Monday, July 23, 2012

Day 18 Camino de Santiago July 23, Fromistre

    I could not sleep, and I think that it was for no other reason than I told someone that I had been sleeping so well!  Yet, I actually woke up early, as in still dark.  I had a motivation.  The restaurant I had eaten in the night before, La Taberna, had great wifi connection on their outside patio so I thought maybe I could go there and write for 20 minutes or so.  I was right!!! I could go there!   I was wrong!  There was no wifi connection there!!  But I never would have taken this photo had I not gone.
     Knowing that there would be no cafe, bar, restaurant, Denny's open in the morning and a good two hour hike  to start, I bought an orange and big cookie to have for breakfast.  While eating on the terrace of the El Esteban Auberge, I scanned the horizon to see the one big hill.  The one big hill that we would climb as soon as we left the auberge.
      It was a "panter" as in "pant pant"  to say the least.  12% grade  going up for one k and 18% grade going down.  Rough on the knees.  Could have used my sticks!!  Could have used an escalator.

 I have only seen the trailer for the "The Way", and it seems like there is a bridge where Martin Sheen is sitting on the edge and something falls into the river below.  This bridge looked like it from my brief memory.  Is it?  If so, it was a beautiful spot.

    These hay balls remind me of me.  Everyone seems to follow the rules and then... yeah, I know, why is it so difficult?  Why do some farmers use hay balls and some use hay bales?  I wonder what the advantage of one over the other is?  The round ones seem easier to move but more difficult to store?   Ah Ha!!  I know why I am the odd ball?  I ask too many questions!  Just get in line Steve and quit asking questions.
    I liked the blue flowers with the sunflowers in the background.  The blue flowers are not nearly as pretty in a picture as they are in real life.  Maybe that's why Van Gogh went cookoo... he tried to paint them and lost his mind.

  In this part of Spain, they plant cottonwoods in rows.  Not sure why?  Ain't gonna ask though!!  Must be some sort of windbreak.  Or they could be  used for the straight trunks.  Maybe the farmers are tired of planting something that is just going to be cut down in a few months and enjoy seeing something growing for a longer period of time.

   This is a "you are now leaving the city limit" sign.  The line through it means that you are leaving the town of Itero de la Vega.    It "translates" to "No more Itero de la Vega".
     Gotta love sunflowers.  We could see this field from way back on top of the first hill we climbed.  Yet it was nearly 3 hours away.
     What do you see?  Don't say nothing!!  Marvel at the mundane, man!!  What you could see is nothing, or you could see a very happy farmer.  Yep.  This field represents success!  Imagine months ago, an anxious farmer planted wheat, then had to pray that it got enough rain but not too much, that good bugs would live there not bad bugs, that no storm or someone's careless cigarette would torch it.  Then he hoped that his reaper would work and that he would be able to harvest it, store it and then sell it at a fair price.  This picture represents all those scenarios happening!  Yes, it is a beautiful picture, no?!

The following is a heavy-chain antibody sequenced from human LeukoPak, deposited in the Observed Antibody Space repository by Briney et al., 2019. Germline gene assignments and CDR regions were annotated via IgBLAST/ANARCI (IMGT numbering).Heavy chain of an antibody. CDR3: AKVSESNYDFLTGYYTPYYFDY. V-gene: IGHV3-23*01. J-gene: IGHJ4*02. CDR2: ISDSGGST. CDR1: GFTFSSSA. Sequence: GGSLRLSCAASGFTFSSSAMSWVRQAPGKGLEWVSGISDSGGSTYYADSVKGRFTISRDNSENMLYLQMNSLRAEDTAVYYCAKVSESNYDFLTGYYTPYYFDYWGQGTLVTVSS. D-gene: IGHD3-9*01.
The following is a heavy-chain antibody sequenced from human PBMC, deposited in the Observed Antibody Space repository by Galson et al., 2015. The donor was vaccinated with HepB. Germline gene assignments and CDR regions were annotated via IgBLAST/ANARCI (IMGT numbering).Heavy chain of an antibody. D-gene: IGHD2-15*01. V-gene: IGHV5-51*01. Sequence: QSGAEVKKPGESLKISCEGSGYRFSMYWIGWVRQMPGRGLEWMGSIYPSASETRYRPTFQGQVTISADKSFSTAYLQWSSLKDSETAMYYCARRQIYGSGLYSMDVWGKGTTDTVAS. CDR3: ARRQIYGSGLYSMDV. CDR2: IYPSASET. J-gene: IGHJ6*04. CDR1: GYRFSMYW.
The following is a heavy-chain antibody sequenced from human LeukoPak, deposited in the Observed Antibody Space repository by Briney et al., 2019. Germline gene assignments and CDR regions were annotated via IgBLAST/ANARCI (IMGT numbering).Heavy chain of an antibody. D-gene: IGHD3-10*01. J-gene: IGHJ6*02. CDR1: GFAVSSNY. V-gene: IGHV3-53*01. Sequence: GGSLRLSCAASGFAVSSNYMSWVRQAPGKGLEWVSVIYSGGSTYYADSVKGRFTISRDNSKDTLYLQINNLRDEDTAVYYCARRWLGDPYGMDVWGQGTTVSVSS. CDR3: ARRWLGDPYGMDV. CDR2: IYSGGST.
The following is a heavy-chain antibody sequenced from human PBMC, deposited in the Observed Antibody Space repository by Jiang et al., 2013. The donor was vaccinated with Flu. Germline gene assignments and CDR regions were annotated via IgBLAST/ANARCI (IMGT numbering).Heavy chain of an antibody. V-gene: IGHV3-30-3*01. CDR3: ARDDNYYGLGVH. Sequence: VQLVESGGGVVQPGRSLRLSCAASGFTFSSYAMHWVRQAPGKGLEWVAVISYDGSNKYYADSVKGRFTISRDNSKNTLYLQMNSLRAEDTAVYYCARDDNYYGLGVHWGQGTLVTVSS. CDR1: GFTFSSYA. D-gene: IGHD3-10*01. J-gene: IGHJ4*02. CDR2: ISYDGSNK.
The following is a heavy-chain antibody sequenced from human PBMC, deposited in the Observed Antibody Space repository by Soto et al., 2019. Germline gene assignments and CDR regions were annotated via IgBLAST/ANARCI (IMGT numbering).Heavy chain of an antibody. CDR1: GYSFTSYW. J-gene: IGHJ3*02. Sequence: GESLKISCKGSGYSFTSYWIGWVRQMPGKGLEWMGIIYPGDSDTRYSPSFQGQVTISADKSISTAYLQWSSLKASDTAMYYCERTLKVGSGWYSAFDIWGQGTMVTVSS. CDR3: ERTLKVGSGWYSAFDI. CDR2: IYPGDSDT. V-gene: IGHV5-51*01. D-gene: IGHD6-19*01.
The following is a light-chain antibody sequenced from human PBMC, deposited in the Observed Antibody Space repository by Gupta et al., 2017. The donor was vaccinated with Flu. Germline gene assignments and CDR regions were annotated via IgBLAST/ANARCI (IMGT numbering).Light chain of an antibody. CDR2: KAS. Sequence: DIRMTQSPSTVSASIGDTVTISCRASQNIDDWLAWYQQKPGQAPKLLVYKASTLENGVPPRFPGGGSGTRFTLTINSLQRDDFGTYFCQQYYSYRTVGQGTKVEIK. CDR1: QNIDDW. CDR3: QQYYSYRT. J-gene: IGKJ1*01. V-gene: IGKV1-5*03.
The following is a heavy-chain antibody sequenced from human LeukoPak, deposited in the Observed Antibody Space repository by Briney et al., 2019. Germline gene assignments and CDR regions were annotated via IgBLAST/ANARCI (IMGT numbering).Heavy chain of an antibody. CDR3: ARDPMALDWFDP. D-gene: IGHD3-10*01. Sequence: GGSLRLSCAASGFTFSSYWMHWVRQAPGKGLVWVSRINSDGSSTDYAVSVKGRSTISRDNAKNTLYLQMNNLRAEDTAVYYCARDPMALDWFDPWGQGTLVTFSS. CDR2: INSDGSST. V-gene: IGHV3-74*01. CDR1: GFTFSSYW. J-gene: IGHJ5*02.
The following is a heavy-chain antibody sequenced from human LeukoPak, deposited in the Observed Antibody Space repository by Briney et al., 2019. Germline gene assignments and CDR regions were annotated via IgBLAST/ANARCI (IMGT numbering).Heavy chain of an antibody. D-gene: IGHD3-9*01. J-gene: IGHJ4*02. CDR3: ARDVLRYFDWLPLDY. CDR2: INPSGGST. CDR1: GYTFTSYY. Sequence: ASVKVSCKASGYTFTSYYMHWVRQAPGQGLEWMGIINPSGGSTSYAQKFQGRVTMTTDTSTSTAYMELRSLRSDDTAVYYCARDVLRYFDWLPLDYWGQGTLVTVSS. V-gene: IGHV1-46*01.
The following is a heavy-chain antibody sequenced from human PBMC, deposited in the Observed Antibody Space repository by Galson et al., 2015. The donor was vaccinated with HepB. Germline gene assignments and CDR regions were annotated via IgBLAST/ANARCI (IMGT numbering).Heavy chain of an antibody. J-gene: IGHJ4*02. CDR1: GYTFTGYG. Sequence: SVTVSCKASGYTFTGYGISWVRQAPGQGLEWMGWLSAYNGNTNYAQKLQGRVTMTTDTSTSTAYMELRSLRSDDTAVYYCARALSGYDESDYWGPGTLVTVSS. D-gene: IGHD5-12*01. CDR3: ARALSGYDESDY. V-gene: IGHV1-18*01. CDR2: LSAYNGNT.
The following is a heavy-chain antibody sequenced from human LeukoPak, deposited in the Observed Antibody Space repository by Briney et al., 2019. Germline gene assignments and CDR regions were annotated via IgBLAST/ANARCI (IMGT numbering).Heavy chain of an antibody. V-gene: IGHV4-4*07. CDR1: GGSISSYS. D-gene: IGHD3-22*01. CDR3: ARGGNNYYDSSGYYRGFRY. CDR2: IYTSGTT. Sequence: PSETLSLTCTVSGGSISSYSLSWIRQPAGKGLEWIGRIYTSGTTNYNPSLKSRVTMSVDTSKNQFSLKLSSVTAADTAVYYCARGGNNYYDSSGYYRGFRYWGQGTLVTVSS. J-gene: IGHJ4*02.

The area is getting dry enough for adobe to be used in building houses.  Either this guy's house was built a few degrees to far east or he left the bathtub running and it has washed away a lot of his home.
    This is what it should look like.  Wonder what self-induced flood insurance costs around here?

     Today's hike was very nice as we walked on a path that had been lined with cottonwoods.  They sure like cottonwoods.  Don't they know that people are allergic to them?
     Okay, this is on a different level than me.  This is not someone asking why.  This is someone on acid.  Lesson to be learned if you are farmer:  Do not drop acid if you are suppose to be stacking hay bales.  The two do not go together.

 By far one of the prettiest paths we've hiked.  I say we, though I've hiked the last two days alone and absolutely loved it.  I win every argument!!  This was The Canal de Castille and it goes on for over 120 miles.  It's over 150 years old and has several locks on it.

The locks helped boats descend over 40 feet or rise 40 feet as well.  Did you know that the Panama Canal has locks that can raise cruise ships, friggin cruise ships!!!... and the motor that opens the megagigantic lock doors... is no bigger than a lawn more engine!!  That has absolutely nothing to do with these canal doors, but it was interesting!!

   This view looking down the locks from the top (which is generally where you are if you are looking down), shows the different levels.

This view shows the side walls of the lock and seem to say, nay screaming... Holy New Orleans, will somebody call the Army Corp of Engineers!!  Actually, it's probably been leaking for a long time... yes, and that's what they said in New Orleans just before they screamed, "Swim!!!"


This is the view looking back up the locks and it makes the locks look small.  Well, compared to the Panama Canal...they are, but then, there aren't many cruise boats running this canal either.  Was a beautiful day!!  Loved the solitude.

 There is no Way to happiness...  Happiness is the Way!

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